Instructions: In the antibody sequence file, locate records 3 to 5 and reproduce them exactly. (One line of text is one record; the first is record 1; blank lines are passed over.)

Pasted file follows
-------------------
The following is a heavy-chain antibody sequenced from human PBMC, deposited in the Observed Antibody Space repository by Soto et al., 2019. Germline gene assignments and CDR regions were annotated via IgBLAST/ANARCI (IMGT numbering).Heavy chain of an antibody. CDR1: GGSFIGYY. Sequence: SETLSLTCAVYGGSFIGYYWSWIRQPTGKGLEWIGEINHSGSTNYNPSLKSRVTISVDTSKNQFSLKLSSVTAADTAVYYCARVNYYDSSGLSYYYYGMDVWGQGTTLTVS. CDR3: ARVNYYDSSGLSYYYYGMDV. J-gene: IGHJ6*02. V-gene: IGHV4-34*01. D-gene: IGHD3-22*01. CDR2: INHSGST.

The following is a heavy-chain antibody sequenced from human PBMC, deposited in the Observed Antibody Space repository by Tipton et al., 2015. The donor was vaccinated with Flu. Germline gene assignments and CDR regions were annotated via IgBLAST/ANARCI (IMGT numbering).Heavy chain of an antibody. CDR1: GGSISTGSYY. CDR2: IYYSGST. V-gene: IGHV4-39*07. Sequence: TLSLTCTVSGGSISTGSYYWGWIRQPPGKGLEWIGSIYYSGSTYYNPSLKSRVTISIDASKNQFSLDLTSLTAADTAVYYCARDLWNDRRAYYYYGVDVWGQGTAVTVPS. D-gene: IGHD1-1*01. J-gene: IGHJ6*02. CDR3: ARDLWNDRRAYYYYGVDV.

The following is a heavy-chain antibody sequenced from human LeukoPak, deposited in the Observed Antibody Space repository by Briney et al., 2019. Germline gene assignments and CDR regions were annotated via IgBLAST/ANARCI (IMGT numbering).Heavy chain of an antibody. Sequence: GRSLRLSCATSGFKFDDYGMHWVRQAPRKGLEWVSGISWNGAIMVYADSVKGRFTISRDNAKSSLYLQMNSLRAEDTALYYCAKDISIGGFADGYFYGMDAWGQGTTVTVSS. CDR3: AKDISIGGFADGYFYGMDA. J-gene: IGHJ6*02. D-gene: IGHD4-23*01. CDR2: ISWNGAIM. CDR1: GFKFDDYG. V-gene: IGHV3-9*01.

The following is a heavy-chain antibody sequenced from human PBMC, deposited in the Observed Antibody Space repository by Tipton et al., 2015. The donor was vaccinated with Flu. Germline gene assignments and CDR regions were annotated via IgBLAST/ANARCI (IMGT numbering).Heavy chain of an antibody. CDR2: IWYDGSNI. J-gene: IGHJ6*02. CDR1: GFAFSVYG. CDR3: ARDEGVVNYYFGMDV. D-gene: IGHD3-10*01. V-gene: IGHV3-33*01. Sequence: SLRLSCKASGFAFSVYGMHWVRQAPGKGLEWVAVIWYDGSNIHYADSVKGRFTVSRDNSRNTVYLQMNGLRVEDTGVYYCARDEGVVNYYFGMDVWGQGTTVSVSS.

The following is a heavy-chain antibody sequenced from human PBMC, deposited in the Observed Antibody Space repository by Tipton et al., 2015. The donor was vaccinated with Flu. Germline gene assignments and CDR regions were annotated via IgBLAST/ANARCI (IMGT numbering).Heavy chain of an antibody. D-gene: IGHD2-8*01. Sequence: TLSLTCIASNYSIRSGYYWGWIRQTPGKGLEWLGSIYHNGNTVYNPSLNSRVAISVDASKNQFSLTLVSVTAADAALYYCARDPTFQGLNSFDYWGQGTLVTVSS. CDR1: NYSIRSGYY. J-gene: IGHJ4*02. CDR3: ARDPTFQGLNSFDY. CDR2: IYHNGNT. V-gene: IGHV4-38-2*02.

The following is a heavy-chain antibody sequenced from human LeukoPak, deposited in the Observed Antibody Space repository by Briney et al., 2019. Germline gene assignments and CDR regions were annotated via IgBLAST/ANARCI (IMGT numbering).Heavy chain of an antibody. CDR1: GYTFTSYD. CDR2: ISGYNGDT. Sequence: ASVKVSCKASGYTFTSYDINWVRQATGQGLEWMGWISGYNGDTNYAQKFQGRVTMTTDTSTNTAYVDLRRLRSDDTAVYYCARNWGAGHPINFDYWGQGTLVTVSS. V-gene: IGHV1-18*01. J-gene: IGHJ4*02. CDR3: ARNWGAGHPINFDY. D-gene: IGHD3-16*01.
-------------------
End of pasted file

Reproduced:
The following is a heavy-chain antibody sequenced from human LeukoPak, deposited in the Observed Antibody Space repository by Briney et al., 2019. Germline gene assignments and CDR regions were annotated via IgBLAST/ANARCI (IMGT numbering).Heavy chain of an antibody. Sequence: GRSLRLSCATSGFKFDDYGMHWVRQAPRKGLEWVSGISWNGAIMVYADSVKGRFTISRDNAKSSLYLQMNSLRAEDTALYYCAKDISIGGFADGYFYGMDAWGQGTTVTVSS. CDR3: AKDISIGGFADGYFYGMDA. J-gene: IGHJ6*02. D-gene: IGHD4-23*01. CDR2: ISWNGAIM. CDR1: GFKFDDYG. V-gene: IGHV3-9*01.

The following is a heavy-chain antibody sequenced from human PBMC, deposited in the Observed Antibody Space repository by Tipton et al., 2015. The donor was vaccinated with Flu. Germline gene assignments and CDR regions were annotated via IgBLAST/ANARCI (IMGT numbering).Heavy chain of an antibody. CDR2: IWYDGSNI. J-gene: IGHJ6*02. CDR1: GFAFSVYG. CDR3: ARDEGVVNYYFGMDV. D-gene: IGHD3-10*01. V-gene: IGHV3-33*01. Sequence: SLRLSCKASGFAFSVYGMHWVRQAPGKGLEWVAVIWYDGSNIHYADSVKGRFTVSRDNSRNTVYLQMNGLRVEDTGVYYCARDEGVVNYYFGMDVWGQGTTVSVSS.

The following is a heavy-chain antibody sequenced from human PBMC, deposited in the Observed Antibody Space repository by Tipton et al., 2015. The donor was vaccinated with Flu. Germline gene assignments and CDR regions were annotated via IgBLAST/ANARCI (IMGT numbering).Heavy chain of an antibody. D-gene: IGHD2-8*01. Sequence: TLSLTCIASNYSIRSGYYWGWIRQTPGKGLEWLGSIYHNGNTVYNPSLNSRVAISVDASKNQFSLTLVSVTAADAALYYCARDPTFQGLNSFDYWGQGTLVTVSS. CDR1: NYSIRSGYY. J-gene: IGHJ4*02. CDR3: ARDPTFQGLNSFDY. CDR2: IYHNGNT. V-gene: IGHV4-38-2*02.